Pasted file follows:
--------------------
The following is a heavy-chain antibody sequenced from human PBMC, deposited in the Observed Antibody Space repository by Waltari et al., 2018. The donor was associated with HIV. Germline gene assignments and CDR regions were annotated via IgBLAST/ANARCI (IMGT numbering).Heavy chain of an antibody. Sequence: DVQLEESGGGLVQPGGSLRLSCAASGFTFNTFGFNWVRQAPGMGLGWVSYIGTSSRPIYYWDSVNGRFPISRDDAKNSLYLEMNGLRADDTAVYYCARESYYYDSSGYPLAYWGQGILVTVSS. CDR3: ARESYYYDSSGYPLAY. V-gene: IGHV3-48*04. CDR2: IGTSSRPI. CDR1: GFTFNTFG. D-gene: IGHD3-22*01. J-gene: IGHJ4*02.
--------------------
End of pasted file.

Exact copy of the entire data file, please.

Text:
The following is a heavy-chain antibody sequenced from human PBMC, deposited in the Observed Antibody Space repository by Waltari et al., 2018. The donor was associated with HIV. Germline gene assignments and CDR regions were annotated via IgBLAST/ANARCI (IMGT numbering).Heavy chain of an antibody. Sequence: DVQLEESGGGLVQPGGSLRLSCAASGFTFNTFGFNWVRQAPGMGLGWVSYIGTSSRPIYYWDSVNGRFPISRDDAKNSLYLEMNGLRADDTAVYYCARESYYYDSSGYPLAYWGQGILVTVSS. CDR3: ARESYYYDSSGYPLAY. V-gene: IGHV3-48*04. CDR2: IGTSSRPI. CDR1: GFTFNTFG. D-gene: IGHD3-22*01. J-gene: IGHJ4*02.